Davis' thoughts also turned to a man she once knew, Warren McCleskey.
Gaining a sense of peace
In 1978, Frank Schlatt, an Atlanta police officer, was killed during the robbery of a furniture store. McCleskey, one of the robbers, was sentenced to die.
When Davis met McCleskey, he had already started an appeals process that would reach the Supreme Court. He claimed that he wasn’t the trigger man and that racial bias tainted his sentence.
McCleskey was in many ways a typical death row inmate. He was poor, black and had spent much of his life in trouble. But Davis saw an amazing change during her weekly visits. When he first entered death row, McCleskey asked another condemned prisoner how he could maintain his sanity. The prisoner opened his Bible. McCleskey’s conversion began.
Prison conversions are tricky matters. Few people place much stock in prisoners who convert to avert punishment.
Davis said she had no illusions about McCleskey’s criminal nature. Nor did he. “He was in trouble for years,” she said. “Warren never stepped away from acknowledging his guilt and sorrow.”
Davis said she embraced McCleskey not for what he did, but for the person he became. She knew him for 13 years, visiting him weekly and befriending his family. They wrote each other, and Davis rode the same roller coaster of exhilaration and sorrow as McCleskey’s appeals were accepted by one court, then overturned by another.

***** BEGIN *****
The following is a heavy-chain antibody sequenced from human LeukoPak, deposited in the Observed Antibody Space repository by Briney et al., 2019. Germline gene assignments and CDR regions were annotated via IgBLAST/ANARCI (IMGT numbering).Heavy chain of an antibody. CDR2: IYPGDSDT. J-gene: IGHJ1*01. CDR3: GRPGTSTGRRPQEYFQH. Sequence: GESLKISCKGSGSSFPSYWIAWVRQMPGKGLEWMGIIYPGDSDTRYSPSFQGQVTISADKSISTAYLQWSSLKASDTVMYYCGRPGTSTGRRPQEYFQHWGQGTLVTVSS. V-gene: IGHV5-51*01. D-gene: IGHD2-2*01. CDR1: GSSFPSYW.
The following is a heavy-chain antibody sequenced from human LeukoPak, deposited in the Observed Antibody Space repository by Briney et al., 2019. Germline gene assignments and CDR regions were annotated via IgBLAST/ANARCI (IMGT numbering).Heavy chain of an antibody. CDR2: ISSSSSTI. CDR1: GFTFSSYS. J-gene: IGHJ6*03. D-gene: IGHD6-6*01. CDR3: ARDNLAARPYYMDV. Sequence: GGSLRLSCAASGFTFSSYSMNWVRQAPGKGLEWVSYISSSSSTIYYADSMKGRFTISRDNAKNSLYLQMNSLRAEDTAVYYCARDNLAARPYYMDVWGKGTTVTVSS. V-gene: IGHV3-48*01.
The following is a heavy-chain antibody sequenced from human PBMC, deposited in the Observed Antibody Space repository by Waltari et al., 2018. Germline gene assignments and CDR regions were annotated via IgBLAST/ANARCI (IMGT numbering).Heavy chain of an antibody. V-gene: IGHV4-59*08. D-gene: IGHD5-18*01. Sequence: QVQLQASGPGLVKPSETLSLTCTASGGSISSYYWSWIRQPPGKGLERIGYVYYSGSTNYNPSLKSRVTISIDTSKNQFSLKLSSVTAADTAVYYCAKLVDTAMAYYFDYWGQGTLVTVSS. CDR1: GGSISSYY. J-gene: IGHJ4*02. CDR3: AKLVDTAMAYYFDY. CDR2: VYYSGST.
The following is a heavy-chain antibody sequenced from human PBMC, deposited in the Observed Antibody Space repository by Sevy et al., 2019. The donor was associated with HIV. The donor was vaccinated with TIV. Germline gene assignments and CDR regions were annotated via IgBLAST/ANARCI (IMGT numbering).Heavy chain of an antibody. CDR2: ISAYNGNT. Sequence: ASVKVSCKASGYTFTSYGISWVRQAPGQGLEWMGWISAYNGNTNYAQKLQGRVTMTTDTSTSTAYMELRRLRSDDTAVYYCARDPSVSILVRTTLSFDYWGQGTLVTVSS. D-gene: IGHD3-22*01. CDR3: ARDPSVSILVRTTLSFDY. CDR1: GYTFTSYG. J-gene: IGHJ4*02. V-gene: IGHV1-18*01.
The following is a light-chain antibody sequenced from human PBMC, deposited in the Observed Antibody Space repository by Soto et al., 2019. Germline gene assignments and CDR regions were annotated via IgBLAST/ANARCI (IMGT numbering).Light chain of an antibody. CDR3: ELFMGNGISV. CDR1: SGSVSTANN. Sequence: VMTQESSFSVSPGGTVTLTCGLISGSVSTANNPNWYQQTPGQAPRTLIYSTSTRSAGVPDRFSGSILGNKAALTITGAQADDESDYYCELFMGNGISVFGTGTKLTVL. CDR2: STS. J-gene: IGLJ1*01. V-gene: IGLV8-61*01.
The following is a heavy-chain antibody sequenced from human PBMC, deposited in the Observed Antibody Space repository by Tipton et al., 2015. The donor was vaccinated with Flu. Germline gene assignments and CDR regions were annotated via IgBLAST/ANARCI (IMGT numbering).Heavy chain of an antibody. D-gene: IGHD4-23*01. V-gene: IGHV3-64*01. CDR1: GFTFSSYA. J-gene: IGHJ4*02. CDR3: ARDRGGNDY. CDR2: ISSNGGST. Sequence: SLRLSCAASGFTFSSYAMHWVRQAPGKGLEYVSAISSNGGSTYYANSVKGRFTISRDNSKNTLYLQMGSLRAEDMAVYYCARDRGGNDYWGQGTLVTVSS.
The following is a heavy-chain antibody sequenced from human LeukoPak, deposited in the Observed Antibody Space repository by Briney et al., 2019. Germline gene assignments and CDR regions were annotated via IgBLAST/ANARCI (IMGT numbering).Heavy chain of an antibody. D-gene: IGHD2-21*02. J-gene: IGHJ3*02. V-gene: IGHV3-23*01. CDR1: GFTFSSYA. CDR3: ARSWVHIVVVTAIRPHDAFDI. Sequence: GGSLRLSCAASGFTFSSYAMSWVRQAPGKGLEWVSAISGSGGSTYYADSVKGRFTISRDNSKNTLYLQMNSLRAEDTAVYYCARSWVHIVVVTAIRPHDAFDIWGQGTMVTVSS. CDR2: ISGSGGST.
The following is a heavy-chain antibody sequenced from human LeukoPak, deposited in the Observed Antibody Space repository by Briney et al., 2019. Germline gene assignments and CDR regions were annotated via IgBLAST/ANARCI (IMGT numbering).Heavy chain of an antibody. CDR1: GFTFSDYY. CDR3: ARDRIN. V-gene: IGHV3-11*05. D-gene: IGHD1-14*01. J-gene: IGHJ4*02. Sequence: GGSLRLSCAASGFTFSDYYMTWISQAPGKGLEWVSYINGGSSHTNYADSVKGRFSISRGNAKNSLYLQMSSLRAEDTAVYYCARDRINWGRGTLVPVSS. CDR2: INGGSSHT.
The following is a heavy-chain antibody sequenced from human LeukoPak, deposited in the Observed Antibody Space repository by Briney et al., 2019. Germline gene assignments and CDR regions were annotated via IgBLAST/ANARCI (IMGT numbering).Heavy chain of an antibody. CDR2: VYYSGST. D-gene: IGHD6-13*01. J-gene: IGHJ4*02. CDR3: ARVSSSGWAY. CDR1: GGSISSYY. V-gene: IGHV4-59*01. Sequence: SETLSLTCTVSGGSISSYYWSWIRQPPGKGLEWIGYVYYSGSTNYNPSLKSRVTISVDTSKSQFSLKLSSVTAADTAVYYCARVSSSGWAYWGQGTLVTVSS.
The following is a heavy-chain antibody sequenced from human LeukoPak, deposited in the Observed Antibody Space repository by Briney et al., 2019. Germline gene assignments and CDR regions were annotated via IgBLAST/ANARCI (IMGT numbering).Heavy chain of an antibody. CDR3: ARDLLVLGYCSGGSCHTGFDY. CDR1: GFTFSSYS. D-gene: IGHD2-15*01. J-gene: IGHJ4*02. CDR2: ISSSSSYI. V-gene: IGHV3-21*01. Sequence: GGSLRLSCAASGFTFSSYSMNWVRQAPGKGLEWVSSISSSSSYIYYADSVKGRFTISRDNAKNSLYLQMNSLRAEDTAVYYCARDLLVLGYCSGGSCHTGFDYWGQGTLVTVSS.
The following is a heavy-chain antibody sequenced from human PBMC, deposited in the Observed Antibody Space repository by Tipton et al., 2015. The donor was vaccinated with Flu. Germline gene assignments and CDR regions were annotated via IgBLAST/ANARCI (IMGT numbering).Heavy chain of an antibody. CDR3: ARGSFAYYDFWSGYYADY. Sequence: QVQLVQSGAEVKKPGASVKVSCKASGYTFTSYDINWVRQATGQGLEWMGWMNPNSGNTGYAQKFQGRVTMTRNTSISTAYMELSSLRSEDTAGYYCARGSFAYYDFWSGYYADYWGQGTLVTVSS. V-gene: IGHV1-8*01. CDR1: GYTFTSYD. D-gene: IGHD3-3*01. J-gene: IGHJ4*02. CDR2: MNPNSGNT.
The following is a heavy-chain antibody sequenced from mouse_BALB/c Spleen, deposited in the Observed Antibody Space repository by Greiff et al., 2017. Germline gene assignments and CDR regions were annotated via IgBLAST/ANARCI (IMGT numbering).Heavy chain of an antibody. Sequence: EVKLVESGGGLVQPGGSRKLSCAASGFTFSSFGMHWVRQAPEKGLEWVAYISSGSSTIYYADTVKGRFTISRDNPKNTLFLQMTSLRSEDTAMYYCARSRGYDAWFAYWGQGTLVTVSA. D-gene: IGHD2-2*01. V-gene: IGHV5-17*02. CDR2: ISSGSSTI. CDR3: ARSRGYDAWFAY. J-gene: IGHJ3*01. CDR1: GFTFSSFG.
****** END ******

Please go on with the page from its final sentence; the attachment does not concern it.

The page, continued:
McCleskey told Davis he wanted to be forgiven for the pain he had caused others. Eventually, through Davis' counseling, McCleskey accepted that his life, damaged as it was, could still mean something. He accepted God’s forgiveness.
But the courts were not so forgiving. McCleskey became drained by the emotion of the appeals process. He told Davis that he didn’t want the courts to have that much power in his life. So he built a community of goodness in prison. With another prisoner, he pooled all of their resources and helped other prisoners in need. They held Bible studies. McCleskey blossomed.
But the Supreme Court turned aside McCleskey’s plea. On Sept. 24, 1991, McCleskey was executed. Before his death, he told the Schlatt family that he hoped his death would provide some comfort to them. “May God comfort you and continue to work through all of you,” he told Davis and other supporters who had come to say farewell.